A statement from Last Rights proposing international legal standards for proper and decent treatment of migrants who die at Europe’s borders, and their families, is a vital campaigning tool.
As Europe’s leaders focus on border security and rescuers are criminalised, more migrants die. In the first five months of this year, the death rate among migrants crossing the Mediterranean doubled, compared with last year, according to UN data. As well as resisting the deterrent policies, it is important to ensure that those who die at the borders are treated with dignity and respect.
In her first Reith lecture, Hilary Mantel, author of Bring up the Bodies, said ‘Even if we have no religious belief, we still believe what has been human should be treated as human still: witness the indignation if a corpse is desecrated, and the agony of those who have no bodies to bury.’ She was not talking about migrants, but her observation applies with force to those who die making the hazardous journey to safety and security, whether in the Mediterranean, the deserts of America or Africa or the seas around Australia or south-east Asia.
The Last Rights project was set up by lawyers involved in helping refugees in Lesbos, to press for a binding legal framework setting out states’ obligations to the migrant dead and their families. Currently, no such legal framework exists. When boats sink in the Mediterranean, bodies may or may not be recovered; bodies washed up on the shores of Greece or Turkey, Italy or Libya may or may not be identified, relatives may or may not be traced and told, and the dead may or may not receive a decent burial. What the group wants to achieve is a mechanism whereby a group of standard core obligations towards the dead are internationally accepted and enforced, without placing all the burden of compliance on the coastal states along the migrant routes.
The first step is to identify the core legal obligations which states need to accept, and this is what the Statement from the group does. It sets out twelve core obligations relevant to the treatment of migrants who die in transit – the first time that an attempt has been made to pull together and codify such obligations. They are:
- to search for missing persons at sea;
- to collect the bodies of the dead;
- to respect the bodies of the dead;
- to preserve personal effects and return them to the next of kin;
- to take all reasonable steps to identify the dead and determine the cause of death;
- to issue a death certificate;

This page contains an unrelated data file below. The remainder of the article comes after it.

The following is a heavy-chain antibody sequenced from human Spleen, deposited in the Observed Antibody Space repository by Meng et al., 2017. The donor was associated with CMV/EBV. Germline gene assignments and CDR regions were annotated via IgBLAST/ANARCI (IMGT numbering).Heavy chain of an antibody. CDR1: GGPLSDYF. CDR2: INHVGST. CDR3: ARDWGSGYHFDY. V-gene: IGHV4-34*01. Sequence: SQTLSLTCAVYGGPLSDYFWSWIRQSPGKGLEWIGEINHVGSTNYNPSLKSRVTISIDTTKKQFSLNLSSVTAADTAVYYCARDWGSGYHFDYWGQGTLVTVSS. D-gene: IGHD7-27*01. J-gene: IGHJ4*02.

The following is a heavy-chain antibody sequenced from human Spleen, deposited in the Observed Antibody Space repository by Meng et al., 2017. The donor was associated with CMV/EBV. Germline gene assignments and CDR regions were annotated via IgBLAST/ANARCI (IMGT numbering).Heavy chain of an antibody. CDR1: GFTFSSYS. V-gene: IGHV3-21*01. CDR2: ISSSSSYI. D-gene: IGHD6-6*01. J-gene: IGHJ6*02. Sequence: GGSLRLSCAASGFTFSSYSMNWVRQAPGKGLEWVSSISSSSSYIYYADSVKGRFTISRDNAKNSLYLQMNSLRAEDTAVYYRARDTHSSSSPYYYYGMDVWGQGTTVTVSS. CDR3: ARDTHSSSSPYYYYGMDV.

- to locate and notify the relatives of the dead and missing;
- to facilitate the return of the remains to the next of kin, on request;
- otherwise, to dispose of the body in a manner respecting the deceased’s religious and cultural tradition;
- to record the location of the burial and maintain the grave site;
- to treat citizens and non-citizens equally in these matters;
- to provide special protection for children.
In seeking to identify a firm legal basis for each of these obligations, the authors creatively draw on existing international humanitarian and human rights law (humanitarian law is narrower than human rights law, dealing only with states’ obligations in armed conflict). Maritime law and international criminal law are also drawn on, for search and rescue obligations and protection from the acts of traffickers and smugglers.
So for example, the obligation to search for missing persons at sea is derived from maritime law (the duty to rescue those in distress on the high seas), complemented by human rights law on the right to life, which includes protection from known and imminent threats to life from the illegal acts of third parties (smugglers who overload unseaworthy vessels). Additionally, the recognition in humanitarian law of the right of families to know the fate of their relatives is deployed in aid of the search obligation. The family’s right to know is also highly relevant to the obligation to identify bodies, and to trace and notify relatives. Identification of bodies is an important part of an effective investigation into death which forms part of the right to life, recognised as a fundamental human right.
Strangely, international law does not deal with the treatment of the dead – their collection and disposal – except on the battlefield, in situations of armed conflict, where the obligations are precise and detailed. But as the authors point out, ‘the requirement that the dead be treated with respect and dignity existed as a fundamental human value long before there were any attempts to identify and codify international law.’ So in respect of collection of and respect for bodies, the issue of a death certificate, and burial obligations, the authors seek to use states’ obligations during armed conflict as the standard for treatment of migrants’ bodies.
The importance of these obligations for the bereaved is obvious. Without identification of bodies, and without an obligation to trace and notify next of kin, families simply do not know the fate of their relatives. Without a death certificate, spouses cannot remarry, families cannot inherit or claim ownership of the deceased’s land or property, making them vulnerable to illegal dispossession. And if graves are not marked, families will never know where the remains of their relatives lie. Perhaps there also needs to be an obligation on states to grant visas to those bereaved, to enable them to mourn at the grave of their relatives who died in search of a better life – this too would be a matter of simple humanity.
The Statement is an important campaigning tool, bringing together for the first time the core requirements for decent and proper treatment of the migrant dead and their families. It brings the project of building enforceable legal standards in this area closer to fruition.
Read an interview with Catriona Jarvis of Last Rights: Migrant journeys: respecting the dead
Read a recent article about Last Rights: ‘Hearts tired of all talk’